Older son phones in tales of drug overdoses, knife fights, suicide attempts, broken bones, crack heads, cops, refugees, long shifts and missed meal breaks. His brother, hair stiff with spray, wearing a 4000€ suit in sweltering heat on a hillside outside Milan talks of the boredom hanging around between takes on a fashion shoot.
In a funky industrial building in the 13th arrondissement of Paris – famous for street art & murals – young men paid obscene amounts of money strut sulkily or expressionlessly over cobbled stones in clothes that cost obscene amounts of money. Giant screens project multiple versions of each model from all angles. I try to admire the art, ignore the politics.
Watching a British TV show with my two favourite actors but oh dear, it paints an utterly bleak picture of what passes for normal – young kids watching pornography on their phones at school, women little more than commodities to be used for sex, put food on tables, ignored.
I volunteer to read for the visually impaired. Yesterday, an article about women making up to £250,000 a month selling their bodies online. Celebrities and housewives alike says it “gives them control”, that “they hold all the power.” A middle-aged woman says “I’m making money while I sleep” and Danielle, a mother of 4, “as long as you’re happy and it’s good for your confidence, good luck.” What happened to feminism?? Suddenly that TV show makes sense…
In the Pacific North-West temperatures are soaring, roads buckling, power cables melting, Canadians experiencing Saharan temperatures. But the money is going to Covid and “getting back to normal”. China, India, Indonesia, Japan and Vietnam plan to build more than 600 coal power units increasing coal power investment by 80% as all around, sea levels rise.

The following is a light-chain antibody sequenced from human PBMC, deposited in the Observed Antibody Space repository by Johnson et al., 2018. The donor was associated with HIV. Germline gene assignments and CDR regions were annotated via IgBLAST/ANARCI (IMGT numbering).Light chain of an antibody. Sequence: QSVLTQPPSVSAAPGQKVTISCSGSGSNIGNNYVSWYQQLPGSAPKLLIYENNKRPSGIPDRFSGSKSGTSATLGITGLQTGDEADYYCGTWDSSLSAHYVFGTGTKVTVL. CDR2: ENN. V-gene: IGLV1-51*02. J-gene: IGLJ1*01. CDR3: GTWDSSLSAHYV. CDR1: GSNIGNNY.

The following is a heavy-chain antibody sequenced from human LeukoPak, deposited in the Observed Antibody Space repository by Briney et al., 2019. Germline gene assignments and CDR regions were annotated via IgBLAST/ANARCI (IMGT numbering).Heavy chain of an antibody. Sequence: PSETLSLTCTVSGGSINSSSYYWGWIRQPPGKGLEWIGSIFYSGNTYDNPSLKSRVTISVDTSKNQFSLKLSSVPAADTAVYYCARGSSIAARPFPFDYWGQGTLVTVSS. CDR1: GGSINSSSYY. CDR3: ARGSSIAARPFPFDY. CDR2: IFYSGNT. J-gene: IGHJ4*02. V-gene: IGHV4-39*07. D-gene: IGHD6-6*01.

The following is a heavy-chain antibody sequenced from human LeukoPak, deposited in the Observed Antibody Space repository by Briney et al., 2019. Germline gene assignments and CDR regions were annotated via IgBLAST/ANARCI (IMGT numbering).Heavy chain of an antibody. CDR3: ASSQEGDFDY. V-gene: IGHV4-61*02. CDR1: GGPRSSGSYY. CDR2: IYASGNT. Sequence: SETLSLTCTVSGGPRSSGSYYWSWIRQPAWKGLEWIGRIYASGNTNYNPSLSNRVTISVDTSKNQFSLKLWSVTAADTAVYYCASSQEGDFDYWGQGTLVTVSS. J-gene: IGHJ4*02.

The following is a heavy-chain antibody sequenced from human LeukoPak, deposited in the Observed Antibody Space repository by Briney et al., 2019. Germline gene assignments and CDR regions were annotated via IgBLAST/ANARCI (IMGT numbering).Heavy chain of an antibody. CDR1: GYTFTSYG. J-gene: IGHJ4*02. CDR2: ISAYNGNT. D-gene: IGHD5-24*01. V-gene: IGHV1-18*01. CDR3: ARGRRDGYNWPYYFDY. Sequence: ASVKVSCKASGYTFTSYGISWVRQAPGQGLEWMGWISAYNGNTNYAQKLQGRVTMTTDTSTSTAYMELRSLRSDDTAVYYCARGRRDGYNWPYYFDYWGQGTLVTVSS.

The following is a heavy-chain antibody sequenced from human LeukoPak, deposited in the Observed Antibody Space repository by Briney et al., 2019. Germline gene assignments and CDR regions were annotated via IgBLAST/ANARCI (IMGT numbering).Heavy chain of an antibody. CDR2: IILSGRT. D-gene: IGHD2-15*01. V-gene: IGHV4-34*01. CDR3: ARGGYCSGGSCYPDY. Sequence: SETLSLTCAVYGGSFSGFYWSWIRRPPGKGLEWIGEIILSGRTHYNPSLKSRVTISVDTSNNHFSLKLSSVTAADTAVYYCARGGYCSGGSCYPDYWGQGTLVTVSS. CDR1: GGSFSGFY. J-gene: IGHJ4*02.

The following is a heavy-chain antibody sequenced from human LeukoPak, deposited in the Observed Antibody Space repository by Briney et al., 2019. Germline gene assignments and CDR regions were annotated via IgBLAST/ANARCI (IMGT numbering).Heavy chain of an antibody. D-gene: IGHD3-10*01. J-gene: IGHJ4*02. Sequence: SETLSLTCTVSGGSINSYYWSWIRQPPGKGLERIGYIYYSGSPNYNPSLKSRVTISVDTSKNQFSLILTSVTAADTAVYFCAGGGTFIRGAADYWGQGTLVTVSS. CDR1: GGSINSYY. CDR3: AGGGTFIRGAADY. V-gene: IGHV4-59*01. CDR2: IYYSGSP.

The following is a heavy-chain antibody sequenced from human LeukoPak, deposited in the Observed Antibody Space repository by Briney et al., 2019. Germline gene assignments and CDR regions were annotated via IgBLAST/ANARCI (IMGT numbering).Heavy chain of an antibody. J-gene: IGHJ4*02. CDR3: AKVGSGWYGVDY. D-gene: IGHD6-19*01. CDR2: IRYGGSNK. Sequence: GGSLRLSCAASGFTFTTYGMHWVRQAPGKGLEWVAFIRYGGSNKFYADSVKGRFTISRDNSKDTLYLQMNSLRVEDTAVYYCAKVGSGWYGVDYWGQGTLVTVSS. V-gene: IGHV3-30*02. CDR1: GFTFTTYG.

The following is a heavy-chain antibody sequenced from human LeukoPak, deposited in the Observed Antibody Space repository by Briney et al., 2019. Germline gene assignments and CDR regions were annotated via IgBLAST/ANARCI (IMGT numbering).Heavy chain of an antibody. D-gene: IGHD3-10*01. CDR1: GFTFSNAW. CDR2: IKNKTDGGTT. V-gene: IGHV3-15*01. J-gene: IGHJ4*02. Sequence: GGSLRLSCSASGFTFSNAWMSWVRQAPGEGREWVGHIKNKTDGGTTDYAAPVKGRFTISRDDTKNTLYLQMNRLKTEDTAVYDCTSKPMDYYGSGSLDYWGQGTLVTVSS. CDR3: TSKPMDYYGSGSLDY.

Dame Vivienne Westwood, 78, the queen of punk who twirled knickerless at her Buckingham Palace investiture, stands in a bathtub in platform shoes and wig, sounding off about racism, capitalism, pollution and the arms trade. Her partner, Andreas Kronthaler says ’We already have enough clothes in the western world to last us for hundreds of years.’
Talking of Arms, Brexit Britain’s economy will make billions selling arms and military equipment to at least 39 of the 53 countries with the worst political and human rights records. Meanwhile the Scottish National Party talks about changing the way we govern, using collectively selected values as a compass, focusing on policies that prioritise the creation of a wellbeing society.
The founding principals of Scottish Parliament opened in 1999 were Wisdom, Justice, Compassion, Integrity – “Work as if you live in the early days of a better nation.” First Minister Donald Dewar talked of a very Scottish conviction that honesty and simple dignity are priceless virtues not imparted by rank or birth or privilege but part of the soul a poem at birth in the government’s box of essential things.
Scotland’s national poet died aged 37, having made pitiful little money from his work, but a new study from the University of Glasgow says Robert Burns generates £200million each year for Scotland. Ironically, Walter Scott, a literary GIANT in his lifetime, is largely unknown outside Scotland today. Edinburgh’s station is named after his debut novel as is the grand hotel next to it and bridge behind it.
Iran’s nuclear programme is much in the news. The only nuclear deterrent is to have no nuclear deterrents. No nuclear at all, if we care about the planet. On the radio the other day I heard someone say there are leaks from nuclear reactors all the time. Only they don’t make headlines.